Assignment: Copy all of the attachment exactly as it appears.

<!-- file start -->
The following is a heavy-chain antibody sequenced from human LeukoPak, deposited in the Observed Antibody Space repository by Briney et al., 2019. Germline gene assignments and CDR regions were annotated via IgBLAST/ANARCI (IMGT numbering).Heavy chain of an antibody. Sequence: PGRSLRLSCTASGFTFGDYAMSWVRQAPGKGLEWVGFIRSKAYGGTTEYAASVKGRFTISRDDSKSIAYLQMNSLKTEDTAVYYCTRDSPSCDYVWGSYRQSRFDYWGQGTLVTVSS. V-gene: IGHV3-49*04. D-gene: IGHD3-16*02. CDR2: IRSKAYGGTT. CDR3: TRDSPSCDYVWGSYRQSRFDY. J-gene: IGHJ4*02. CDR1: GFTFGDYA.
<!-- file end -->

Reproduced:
The following is a heavy-chain antibody sequenced from human LeukoPak, deposited in the Observed Antibody Space repository by Briney et al., 2019. Germline gene assignments and CDR regions were annotated via IgBLAST/ANARCI (IMGT numbering).Heavy chain of an antibody. Sequence: PGRSLRLSCTASGFTFGDYAMSWVRQAPGKGLEWVGFIRSKAYGGTTEYAASVKGRFTISRDDSKSIAYLQMNSLKTEDTAVYYCTRDSPSCDYVWGSYRQSRFDYWGQGTLVTVSS. V-gene: IGHV3-49*04. D-gene: IGHD3-16*02. CDR2: IRSKAYGGTT. CDR3: TRDSPSCDYVWGSYRQSRFDY. J-gene: IGHJ4*02. CDR1: GFTFGDYA.